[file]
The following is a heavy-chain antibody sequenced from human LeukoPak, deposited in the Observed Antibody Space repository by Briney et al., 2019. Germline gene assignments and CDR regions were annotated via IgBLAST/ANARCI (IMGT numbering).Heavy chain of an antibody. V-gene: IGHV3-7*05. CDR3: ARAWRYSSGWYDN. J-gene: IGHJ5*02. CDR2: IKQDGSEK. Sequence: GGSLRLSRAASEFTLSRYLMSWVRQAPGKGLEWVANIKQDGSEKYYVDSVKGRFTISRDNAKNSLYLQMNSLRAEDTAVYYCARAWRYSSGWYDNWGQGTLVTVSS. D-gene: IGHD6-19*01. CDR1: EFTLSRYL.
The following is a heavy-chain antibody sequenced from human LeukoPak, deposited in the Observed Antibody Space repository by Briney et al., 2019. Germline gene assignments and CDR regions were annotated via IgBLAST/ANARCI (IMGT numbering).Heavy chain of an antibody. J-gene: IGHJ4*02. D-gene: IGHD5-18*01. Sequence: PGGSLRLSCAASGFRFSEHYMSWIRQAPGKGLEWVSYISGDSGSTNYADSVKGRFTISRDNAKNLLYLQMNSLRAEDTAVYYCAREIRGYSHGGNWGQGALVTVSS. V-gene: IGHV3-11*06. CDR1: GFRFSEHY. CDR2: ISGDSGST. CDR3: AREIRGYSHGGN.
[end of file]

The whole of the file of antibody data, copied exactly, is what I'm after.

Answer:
The following is a heavy-chain antibody sequenced from human LeukoPak, deposited in the Observed Antibody Space repository by Briney et al., 2019. Germline gene assignments and CDR regions were annotated via IgBLAST/ANARCI (IMGT numbering).Heavy chain of an antibody. V-gene: IGHV3-7*05. CDR3: ARAWRYSSGWYDN. J-gene: IGHJ5*02. CDR2: IKQDGSEK. Sequence: GGSLRLSRAASEFTLSRYLMSWVRQAPGKGLEWVANIKQDGSEKYYVDSVKGRFTISRDNAKNSLYLQMNSLRAEDTAVYYCARAWRYSSGWYDNWGQGTLVTVSS. D-gene: IGHD6-19*01. CDR1: EFTLSRYL.
The following is a heavy-chain antibody sequenced from human LeukoPak, deposited in the Observed Antibody Space repository by Briney et al., 2019. Germline gene assignments and CDR regions were annotated via IgBLAST/ANARCI (IMGT numbering).Heavy chain of an antibody. J-gene: IGHJ4*02. D-gene: IGHD5-18*01. Sequence: PGGSLRLSCAASGFRFSEHYMSWIRQAPGKGLEWVSYISGDSGSTNYADSVKGRFTISRDNAKNLLYLQMNSLRAEDTAVYYCAREIRGYSHGGNWGQGALVTVSS. V-gene: IGHV3-11*06. CDR1: GFRFSEHY. CDR2: ISGDSGST. CDR3: AREIRGYSHGGN.